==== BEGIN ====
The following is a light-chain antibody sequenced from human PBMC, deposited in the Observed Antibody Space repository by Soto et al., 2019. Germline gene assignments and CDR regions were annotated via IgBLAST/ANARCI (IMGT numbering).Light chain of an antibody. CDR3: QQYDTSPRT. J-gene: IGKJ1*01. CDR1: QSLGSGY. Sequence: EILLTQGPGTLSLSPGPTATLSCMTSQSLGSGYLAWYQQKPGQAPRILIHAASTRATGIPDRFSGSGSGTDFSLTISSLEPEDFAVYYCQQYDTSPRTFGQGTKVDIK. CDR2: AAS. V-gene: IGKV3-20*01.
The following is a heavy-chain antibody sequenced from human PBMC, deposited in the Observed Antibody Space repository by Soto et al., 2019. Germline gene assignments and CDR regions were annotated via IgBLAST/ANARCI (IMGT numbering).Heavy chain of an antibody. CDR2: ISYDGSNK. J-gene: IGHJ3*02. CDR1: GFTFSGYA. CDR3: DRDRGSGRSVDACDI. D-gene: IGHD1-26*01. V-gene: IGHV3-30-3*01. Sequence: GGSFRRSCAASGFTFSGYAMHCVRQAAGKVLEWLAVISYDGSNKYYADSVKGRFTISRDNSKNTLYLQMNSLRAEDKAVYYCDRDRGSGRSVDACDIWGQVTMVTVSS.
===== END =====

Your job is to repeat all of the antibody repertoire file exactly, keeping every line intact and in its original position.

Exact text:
The following is a light-chain antibody sequenced from human PBMC, deposited in the Observed Antibody Space repository by Soto et al., 2019. Germline gene assignments and CDR regions were annotated via IgBLAST/ANARCI (IMGT numbering).Light chain of an antibody. CDR3: QQYDTSPRT. J-gene: IGKJ1*01. CDR1: QSLGSGY. Sequence: EILLTQGPGTLSLSPGPTATLSCMTSQSLGSGYLAWYQQKPGQAPRILIHAASTRATGIPDRFSGSGSGTDFSLTISSLEPEDFAVYYCQQYDTSPRTFGQGTKVDIK. CDR2: AAS. V-gene: IGKV3-20*01.
The following is a heavy-chain antibody sequenced from human PBMC, deposited in the Observed Antibody Space repository by Soto et al., 2019. Germline gene assignments and CDR regions were annotated via IgBLAST/ANARCI (IMGT numbering).Heavy chain of an antibody. CDR2: ISYDGSNK. J-gene: IGHJ3*02. CDR1: GFTFSGYA. CDR3: DRDRGSGRSVDACDI. D-gene: IGHD1-26*01. V-gene: IGHV3-30-3*01. Sequence: GGSFRRSCAASGFTFSGYAMHCVRQAAGKVLEWLAVISYDGSNKYYADSVKGRFTISRDNSKNTLYLQMNSLRAEDKAVYYCDRDRGSGRSVDACDIWGQVTMVTVSS.